Deposits as Liabilities or other?

Wouter van Marle wouter at
Mon Jun 19 10:29:13 EDT 2006

> Well, Presumably your wife's family owns the widgets, so there should be some 
> sort of asset account to reflect their value. (eg Assets:Widgets)
> Since GC doesn't do inventory for you, you could *maybe* split this into 2 
> sub-accounts, (rentable and rented) to reflect the number of widgets that are 
> "in stock" at any one time.
> When someone rents a widget, I think you need to reflect rental income and 
> liability of the deposit.  This sort of thing may work for you :
> Income:Rental		40.00
> Liability:Deposits	 2.00
> Asset:Bank(or Cash)		42.00
> Assets:Widget:rentable		-1
> Assets:Widget:rented		+1
> What this will not show you (easily) is how much deposit is held for any 
> particular customer.  You could do this by sub-accounts under the liability 
> tree, or if the number of customers is small enough, do it by hand using 
> reports with the customer name in the memo field.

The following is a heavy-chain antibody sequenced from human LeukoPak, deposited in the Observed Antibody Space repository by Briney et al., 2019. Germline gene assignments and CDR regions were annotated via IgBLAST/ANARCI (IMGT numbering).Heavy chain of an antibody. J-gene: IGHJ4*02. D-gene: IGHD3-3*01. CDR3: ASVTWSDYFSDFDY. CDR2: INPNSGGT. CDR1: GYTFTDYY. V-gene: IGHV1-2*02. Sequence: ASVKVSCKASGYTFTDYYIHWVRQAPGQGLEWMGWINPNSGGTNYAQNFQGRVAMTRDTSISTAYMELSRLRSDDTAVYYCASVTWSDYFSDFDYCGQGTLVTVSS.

My suggestion was to use the unit as sub-accounts, customer names may
even be better.
Working with the "customer" feature sounds like a major overkill in
this; and will cause a lot of work. The plus is of course one could rent
on credit (or pre-paid) basis easier, maybe invoicing monthly instead of
daily, and it is possible to get reports on customers one by one.
Depends on what they want. By the way, by opening an invoice and every
day adding a day or rent if that customer rented it's unit, you can
easily keep track, and at the end of the month print and post the
invoice and done.

I would always go for separate customer subaccounts, so as to have a
much easier overview of which customer is owed what. Even if there are
only three of 'm - it's a helluva job to count it later by hand, and
prone to errors as well.


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